1969, High School graduation.  The rest of my High School years were mostly uneventful with one major exception.  Last summer my 14 year old brother ran away.  He would not be heard from for the next three years.  We knew he had not been kidnapped because one of my other hobbies is collecting switchblades, and he had stolen my most prized one, a 5 1/2" pearl-handled Italian stiletto.  My date for the all-night senior party was Valerie.  She had had a crush on me since I was twelve, but I had never felt that way about her.  However, she was fun to be with, and didn't complain too much when I stepped on her toes when we danced.  Now I was a schoolboy no longer.  I was 18 and would be 19 in November.  My dad had been drawing Social Security on my brother and me, but that ended when we turned 18.  Now I had to find a full time job.  I got a job a month later, and after getting in the union thirty days after that, proceeded to take care of priorities.  I had agreed to pay my dad $35 a month for room and board.  The rest of my $100 a week paycheck was mine to do with what I liked.  First thing on the agenda was a car.  An older friend was being drafted and asked me if I wanted his car.  I bought it for $300.  It was a 1962 red Olds 88 two door coupe hardtop.  It had a 394 engine with a Pontiac 389 tri-power manifold and carbs.  Dual Cherry Bombs, and chrome reverse wheels with baby moons rounded out the package.  A looker and a runner, I could give a Chevelle a run for its money.  Now it was time for a new radio.  Last month I had read a review for a new Transoceanic.  My dad had been partly wrong when he told me the Transoceanic wasn't made anymore.  They had been making them all along, they just wasn't the quality of the old Transoceanics.  But that changed in 1969.  Zenith had introduced a new model, the Royal 7000.  I fairly drooled over the pictures.  I must have one!  There was only one store in town that sold Zenith.  It was the same appliance store that had sold the Elgin.  I went in and told the salesman I wanted a Transoceanic.  He smiled and took me to where one was on display.  But wait!  This radio didn't look like the one in the pictures.  I told him it wasn't what I wanted, and he said it was the only one he had.  I said the one I wanted had more knobs and an adjustable time zone map that flipped up.  We went back to his office and he handed me a pamphlet.  There it was!  He didn't carry it in stock, but could order it.  However, I had to pay it in full before he would order it.  It was $299.  I said I would be back.  Next day after work, I applied for a loan at the company credit union.  The loan was approved, and Fri. I ordered the radio.  I could hardly wait.  2 weeks later it was in, fresh from the factory.  I carefully opened the box and exhaled with a whoosh.  It was even more beautiful than the pictures in the magazine.  Closed, with it's black leatherette case trimmed with chrome, it looked like an expensive overnight bag.  Opened, it was a pure work of art. Fitted in chrome and brushed aluminum, with a color-coded 11 band rotary dial, flip up adjustable time zone map, flip out chart light, and drop down brushed aluminum cover that featured an azimuth dial and frequency charts.  It was the proud successor to a long line of prestigious radios.  Zenith's crowning achievement, it would be the best, as well as last model transoceanic made.  Yes, I know there was one more radio with the Transoceanic badge, but it wasn't a true Transoceanic.  In fact it was an insult to a proud name.  It was nothing but a cheap foreign-made multi-band portable with the Transoceanic name.  But this radio was the creme de la creme of the Transoceanics.  But looks isn't everything, now it was time to find out if the performance matched its looks.  I filled the battery compartment with nine D cells, extended the five foot whip,(yep, it touched the ceiling), and turned it on.  I tuned the radio to my favorite band, 31 meters, and slowly tuned across the dial.  Wow!  It was loaded with stations, but with the wide dial, it was easy to separate them.  All this on just a telescopic whip!  It was everything I expected it to be and more!  Finally I was the proud owner of a Transoceanic!  The next year I added several new stations to my logbook,  and it was with this radio, in 1970, that I logged the rarest station I would ever receive.  It was on a winter's night in 1970.  I was on the 19 meter band to tune to Radio Australia, which was one of my favorite stations, when I stumbled on a faint, barely readable signal just above the noise.  The station was in English and the signal was fairly steady, but weak.  I switched to narrow bandwidth, and increased the volume.  Finally after about twenty minutes I heard a station ID.  What?  I must have not heard right.  I stayed on the station and fifteen minutes later there it was again.  Yes, I had heard correctly.  "You are listening to the Windward Islands Broadcasting Service in Grenada, Windward Islands.  I could hardly believe my ears.  Here was a station I had been trying to catch for years.  It was listed as rare in Glenn Hauser's DX Digest, with a transmitter power of just 5 KW.  I continued to listen to the station until it finally faded out about two hours later.  Next night I tried to tune it again but it just wasn't there.  In fact, I tried many times over the years to find it, but I never heard it again.  Now winter was ending and spring was around the corner.  As much as I loved and enjoyed my Transoceanic, another new face was catching my eye.  This one had waist-length dark brown hair, hazel eyes a man could get lost in forever, and was named Linda.  On December 31, 1971, she became my wife.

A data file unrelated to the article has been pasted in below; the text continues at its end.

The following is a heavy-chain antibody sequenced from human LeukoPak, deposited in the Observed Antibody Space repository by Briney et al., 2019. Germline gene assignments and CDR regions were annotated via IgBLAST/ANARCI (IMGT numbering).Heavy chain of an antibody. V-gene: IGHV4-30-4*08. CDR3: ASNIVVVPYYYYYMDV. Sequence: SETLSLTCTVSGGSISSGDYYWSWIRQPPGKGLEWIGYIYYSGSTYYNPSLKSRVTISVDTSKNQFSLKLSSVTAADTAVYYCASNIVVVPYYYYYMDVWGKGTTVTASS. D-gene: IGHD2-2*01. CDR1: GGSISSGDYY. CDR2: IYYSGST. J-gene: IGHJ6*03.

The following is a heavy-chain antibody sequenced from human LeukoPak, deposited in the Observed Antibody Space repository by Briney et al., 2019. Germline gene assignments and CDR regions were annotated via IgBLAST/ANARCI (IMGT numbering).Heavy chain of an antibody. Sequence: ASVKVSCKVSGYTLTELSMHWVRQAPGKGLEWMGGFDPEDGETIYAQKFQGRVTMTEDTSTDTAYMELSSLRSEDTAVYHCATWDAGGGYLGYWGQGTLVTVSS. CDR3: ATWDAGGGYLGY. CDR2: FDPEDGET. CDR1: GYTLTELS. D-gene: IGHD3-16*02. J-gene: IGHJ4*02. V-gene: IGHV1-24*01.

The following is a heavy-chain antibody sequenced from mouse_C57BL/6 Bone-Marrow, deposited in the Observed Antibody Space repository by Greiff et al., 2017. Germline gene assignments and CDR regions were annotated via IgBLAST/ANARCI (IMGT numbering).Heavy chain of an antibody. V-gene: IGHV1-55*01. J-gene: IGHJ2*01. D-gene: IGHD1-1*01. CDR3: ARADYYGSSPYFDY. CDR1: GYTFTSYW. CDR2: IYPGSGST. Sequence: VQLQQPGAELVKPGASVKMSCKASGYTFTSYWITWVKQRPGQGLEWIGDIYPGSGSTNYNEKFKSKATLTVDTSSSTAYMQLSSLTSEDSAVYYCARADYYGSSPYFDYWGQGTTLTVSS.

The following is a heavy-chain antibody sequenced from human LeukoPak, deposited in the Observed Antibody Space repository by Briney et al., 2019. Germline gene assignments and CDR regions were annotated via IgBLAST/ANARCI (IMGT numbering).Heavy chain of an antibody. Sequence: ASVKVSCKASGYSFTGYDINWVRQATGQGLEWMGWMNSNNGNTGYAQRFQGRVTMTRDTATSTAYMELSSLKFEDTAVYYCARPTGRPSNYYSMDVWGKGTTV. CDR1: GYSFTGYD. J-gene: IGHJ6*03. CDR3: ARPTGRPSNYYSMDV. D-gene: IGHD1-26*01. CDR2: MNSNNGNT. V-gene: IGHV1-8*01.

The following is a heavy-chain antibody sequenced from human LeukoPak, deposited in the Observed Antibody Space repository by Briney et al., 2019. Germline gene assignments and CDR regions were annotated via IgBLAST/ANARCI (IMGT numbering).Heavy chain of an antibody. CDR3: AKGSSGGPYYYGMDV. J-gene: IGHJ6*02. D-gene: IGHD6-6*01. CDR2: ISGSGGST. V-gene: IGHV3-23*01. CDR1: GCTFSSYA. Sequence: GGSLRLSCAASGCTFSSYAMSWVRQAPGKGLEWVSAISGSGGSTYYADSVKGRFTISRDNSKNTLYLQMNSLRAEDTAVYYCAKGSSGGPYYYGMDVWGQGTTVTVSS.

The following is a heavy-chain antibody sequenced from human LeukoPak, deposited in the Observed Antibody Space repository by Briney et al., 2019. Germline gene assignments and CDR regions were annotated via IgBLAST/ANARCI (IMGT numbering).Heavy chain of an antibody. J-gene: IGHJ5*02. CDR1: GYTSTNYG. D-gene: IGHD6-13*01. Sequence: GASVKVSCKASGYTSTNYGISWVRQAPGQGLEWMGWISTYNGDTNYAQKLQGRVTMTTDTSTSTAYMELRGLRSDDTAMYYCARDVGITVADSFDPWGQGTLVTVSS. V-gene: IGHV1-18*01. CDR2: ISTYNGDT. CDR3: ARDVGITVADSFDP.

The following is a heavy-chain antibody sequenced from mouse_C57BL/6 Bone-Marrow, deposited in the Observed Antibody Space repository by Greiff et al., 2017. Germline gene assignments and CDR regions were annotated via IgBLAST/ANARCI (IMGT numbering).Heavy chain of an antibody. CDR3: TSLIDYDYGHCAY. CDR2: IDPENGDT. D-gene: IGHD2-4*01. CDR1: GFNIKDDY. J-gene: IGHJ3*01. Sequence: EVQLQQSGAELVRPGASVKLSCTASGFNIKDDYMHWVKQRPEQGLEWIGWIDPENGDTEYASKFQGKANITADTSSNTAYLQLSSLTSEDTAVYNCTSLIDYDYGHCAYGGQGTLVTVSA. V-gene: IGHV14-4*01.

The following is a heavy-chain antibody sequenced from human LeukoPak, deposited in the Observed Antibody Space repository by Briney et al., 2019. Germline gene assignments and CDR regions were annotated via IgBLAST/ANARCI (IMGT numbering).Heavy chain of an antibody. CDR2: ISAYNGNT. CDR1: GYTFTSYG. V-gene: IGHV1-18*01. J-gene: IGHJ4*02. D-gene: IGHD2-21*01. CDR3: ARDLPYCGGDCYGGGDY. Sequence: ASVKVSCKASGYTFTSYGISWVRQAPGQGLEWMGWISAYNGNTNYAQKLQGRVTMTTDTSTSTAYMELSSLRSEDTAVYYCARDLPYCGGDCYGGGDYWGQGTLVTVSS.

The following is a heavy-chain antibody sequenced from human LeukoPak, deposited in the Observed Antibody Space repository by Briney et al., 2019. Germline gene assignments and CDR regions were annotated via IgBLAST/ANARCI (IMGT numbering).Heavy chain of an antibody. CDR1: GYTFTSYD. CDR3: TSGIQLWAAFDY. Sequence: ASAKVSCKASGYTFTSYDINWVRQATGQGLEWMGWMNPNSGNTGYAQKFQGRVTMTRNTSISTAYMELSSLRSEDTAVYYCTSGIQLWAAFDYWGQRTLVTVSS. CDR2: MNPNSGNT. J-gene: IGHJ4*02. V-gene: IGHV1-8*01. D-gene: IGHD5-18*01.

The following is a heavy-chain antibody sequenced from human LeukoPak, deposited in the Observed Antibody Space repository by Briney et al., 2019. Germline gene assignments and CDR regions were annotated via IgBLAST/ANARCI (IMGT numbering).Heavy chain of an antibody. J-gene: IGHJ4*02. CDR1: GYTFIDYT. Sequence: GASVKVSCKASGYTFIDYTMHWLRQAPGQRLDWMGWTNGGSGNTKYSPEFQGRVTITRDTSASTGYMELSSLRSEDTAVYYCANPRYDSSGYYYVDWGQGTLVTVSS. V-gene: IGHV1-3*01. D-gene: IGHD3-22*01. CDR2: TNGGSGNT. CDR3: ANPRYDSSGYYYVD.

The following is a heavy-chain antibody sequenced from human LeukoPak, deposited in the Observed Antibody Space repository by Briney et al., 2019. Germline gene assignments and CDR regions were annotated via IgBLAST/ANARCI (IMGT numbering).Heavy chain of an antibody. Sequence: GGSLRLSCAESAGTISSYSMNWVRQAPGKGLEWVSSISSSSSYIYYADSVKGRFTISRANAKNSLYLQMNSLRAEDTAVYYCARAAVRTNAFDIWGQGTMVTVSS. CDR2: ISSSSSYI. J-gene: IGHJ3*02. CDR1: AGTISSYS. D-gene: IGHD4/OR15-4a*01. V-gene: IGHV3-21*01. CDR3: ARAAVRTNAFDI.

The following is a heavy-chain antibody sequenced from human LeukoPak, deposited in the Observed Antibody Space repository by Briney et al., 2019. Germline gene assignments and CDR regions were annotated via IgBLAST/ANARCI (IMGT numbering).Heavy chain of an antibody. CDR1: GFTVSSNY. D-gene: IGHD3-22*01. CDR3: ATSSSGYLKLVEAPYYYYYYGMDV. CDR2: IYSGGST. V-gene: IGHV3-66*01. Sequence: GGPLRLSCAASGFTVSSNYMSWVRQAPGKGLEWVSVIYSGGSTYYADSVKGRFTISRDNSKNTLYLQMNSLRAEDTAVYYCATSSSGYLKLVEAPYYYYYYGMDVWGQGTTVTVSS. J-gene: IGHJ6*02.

To be continued in Part 4............